Earlier this year U.S. lawmakers proposed a draconian anti-piracy legislation known as the PROTECT IP Act. When the proposal becomes law, U.S. authorities and copyright holders will have the power to seize domains, block websites and censor search engines to prevent copyright infringements. But file-hosting service RapidShare have a lot to lose by its introduction and are now spending a great deal of money countering the views of pro-copyright lobbyists.
Late last year both the MPAA and RIAA informed the Office of the US Trade Representative that RapidShare is a piracy haven, a so-called rogue website.
In the hope of correcting this and other misconceptions surrounding their operations, RapidShare then took the unprecedented step of hiring the lobbying firm Dutko Worldwide, who also work for Google.
Initially, little was known about the priorities of RapidShare in Washington, but the most recent lobbying report filed by Dutko reveals that the PROTECT IP Act is high up the list. For good reason, because if the bill becomes law RapidShare could be one of the first to be put out of business, in the United States at least.
Under the PROTECT IP Act, authorities (and copyright holders) will have a broad range of tools to censor sites they deem to be facilitating copyright infringement, starting with domain seizures.
In case a domain is not registered or controlled by a U.S. company, authorities can order search engines to remove the website from their search results and order ISPs to block the website.
Although the above measures are already quite far-reaching, the bill also allows for private copyright holders to use some of the same tools as the Government. Without due process, copyright holders can obtain a court order to prevent payment providers and ad-networks from doing business with sites that allegedly facilitate copyright infringement.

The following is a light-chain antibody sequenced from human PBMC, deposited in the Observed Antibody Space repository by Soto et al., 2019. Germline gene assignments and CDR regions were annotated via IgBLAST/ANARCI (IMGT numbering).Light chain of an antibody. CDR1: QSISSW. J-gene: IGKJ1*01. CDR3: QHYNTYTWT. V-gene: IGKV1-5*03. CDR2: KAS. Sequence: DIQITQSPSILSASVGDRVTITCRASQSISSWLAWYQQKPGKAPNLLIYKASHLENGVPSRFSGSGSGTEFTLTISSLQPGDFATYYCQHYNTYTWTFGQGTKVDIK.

One of the many problems of such a law is who gets to decide what the definition of a “rogue website” is. In common with other file-sharing platforms, RapidShare is often labeled as seriously problematic, despite the fact that they’ve been found to operate legally by a U.S. federal court. This could lead to a situation where hundreds of legitimate businesses are virtually shut down because the entertainment industry sees them as a threat.
To make lawmakers aware of these threats and to improve their image in Washington, RapidShare has already spent $260,000 in lobbying efforts during the first half of 2011.
The PROTECT IP Act, currently placed on hold by Senator Ron Wyden, is crucial in this regard as the RIAA and MPAA have already labeled RapidShare as a rogue website. This means that when the bill is signed into law the file-hoster could be one of the first companies to be targeted.
Whether RapidShare’s lobbying efforts in Washington will pay off is yet to be seen. It is no secret that entertainment industry groups are lobbying extensively in favor of the PROTECT IP Act, with much bigger budgets. That said, it’s certainly better than standing idly by.
In the coming months RapidShare is expected to continue their lobbying efforts at the White House Office, the Senate and the House of Representatives. Not only against the PROTECT IP Act, but to improve the image of their company and protect their rights and those of other file-hosting services.